“We weren’t particularly happy with that. But it’s their process. We cannot dictate to a department,” she said.

Galled by the failures in Jeremiah’s case, Currie-Gamwo and Mathews wrote to the then-Premier of the Western Cape, Helen Zille, in August 2017.

This letter added to mounting civil society pressure on the Western Cape government to do something to intervene in the high rates of child murders in the province. In 2018, the provincial government adopted an Action Plan which noted that among the “gaps in early detection, referrals, and protection of children at risk” was the failure of social workers to do proper “risk assessments”.

Since then, training and procedures have been improved and adherence to a Safety and Risk Assessment Tool is now mandatory for all social workers, the department has said. But is it being used?

The Safety and Risk Assessment Tool for child protection investigations was developed by Professor Vollie Spies, an associate professor at the Department of Social Work and Criminology at the University of Pretoria, at the request of the national Department of Social Development. It was intended to be a step-by-step protocol because there was nothing like it available for social workers at the time, Spies says. Staff in the department’s offices all over the country were trained in the use of the tool in 2015.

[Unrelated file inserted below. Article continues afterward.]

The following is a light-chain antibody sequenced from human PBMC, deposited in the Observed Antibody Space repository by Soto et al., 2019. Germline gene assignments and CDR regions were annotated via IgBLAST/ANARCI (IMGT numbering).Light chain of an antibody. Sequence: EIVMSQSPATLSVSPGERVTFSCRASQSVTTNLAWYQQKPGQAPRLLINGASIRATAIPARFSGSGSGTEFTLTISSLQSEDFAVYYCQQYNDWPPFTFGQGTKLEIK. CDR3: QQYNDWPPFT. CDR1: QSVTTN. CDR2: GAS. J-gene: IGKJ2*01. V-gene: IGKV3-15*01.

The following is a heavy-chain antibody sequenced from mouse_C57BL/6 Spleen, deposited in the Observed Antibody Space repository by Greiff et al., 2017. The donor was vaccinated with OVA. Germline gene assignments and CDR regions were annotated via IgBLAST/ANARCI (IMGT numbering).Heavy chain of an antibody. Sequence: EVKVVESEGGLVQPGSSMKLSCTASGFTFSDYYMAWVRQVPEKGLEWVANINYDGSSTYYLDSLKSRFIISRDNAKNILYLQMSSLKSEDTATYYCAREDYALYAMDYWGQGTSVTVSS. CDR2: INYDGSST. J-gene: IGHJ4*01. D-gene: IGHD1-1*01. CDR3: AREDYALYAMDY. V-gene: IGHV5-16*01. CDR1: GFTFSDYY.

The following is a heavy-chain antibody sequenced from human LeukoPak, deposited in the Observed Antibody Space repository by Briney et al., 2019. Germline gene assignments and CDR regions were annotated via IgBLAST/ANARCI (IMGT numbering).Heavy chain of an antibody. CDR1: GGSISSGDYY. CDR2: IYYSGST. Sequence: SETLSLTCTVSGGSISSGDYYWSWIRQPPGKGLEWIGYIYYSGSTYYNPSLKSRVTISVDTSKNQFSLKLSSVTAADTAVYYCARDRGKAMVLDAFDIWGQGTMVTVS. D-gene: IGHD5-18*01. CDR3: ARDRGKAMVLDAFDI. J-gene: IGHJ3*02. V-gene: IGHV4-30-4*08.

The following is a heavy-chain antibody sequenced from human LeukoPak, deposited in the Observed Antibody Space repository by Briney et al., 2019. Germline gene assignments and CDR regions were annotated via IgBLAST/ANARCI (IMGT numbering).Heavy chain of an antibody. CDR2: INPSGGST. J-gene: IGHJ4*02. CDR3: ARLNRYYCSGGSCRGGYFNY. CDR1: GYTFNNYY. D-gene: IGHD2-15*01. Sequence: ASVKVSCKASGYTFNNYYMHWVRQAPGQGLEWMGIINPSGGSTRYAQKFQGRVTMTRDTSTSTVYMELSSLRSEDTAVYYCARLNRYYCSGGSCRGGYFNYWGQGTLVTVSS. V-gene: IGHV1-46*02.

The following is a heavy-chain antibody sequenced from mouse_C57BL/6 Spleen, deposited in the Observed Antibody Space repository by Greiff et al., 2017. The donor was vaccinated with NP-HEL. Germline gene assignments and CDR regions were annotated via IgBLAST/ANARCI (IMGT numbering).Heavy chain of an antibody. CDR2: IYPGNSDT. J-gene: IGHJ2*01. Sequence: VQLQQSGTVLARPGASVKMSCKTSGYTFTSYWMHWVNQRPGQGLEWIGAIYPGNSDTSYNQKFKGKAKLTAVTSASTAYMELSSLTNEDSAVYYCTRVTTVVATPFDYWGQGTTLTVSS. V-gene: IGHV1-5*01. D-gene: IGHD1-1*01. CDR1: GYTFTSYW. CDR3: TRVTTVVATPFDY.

But, Spies suspects, many social workers did not make use of the tool to its full potential.

“Unfortunately, and I’m saying this with regret and sadness, like all other professions, people find their own ways, which is not always the scientific way,” said Spies.

Asked about the use of the Safety and Risk Assessment Tool, the Western Cape Department of Social Development responded at length.

“The tool has assisted both DSD and designated child protection organisations’ social workers with early intervention and prevention services. The assessment identifies the level and type of risks, and appropriate support given before a child is removed. This can be measured by the number and type of interventions done with the families, and adherence to the safety plan,” said Esther Lewis, the department’s spokesperson.

A dangerous job

Social workers do not bear the blame alone when the system fails children. Interviewed on condition of anonymity, social workers with experience working in both government and in civil society agencies said they struggled to balance their obligations with the often dangerous aspects of their jobs and an overwhelming workload.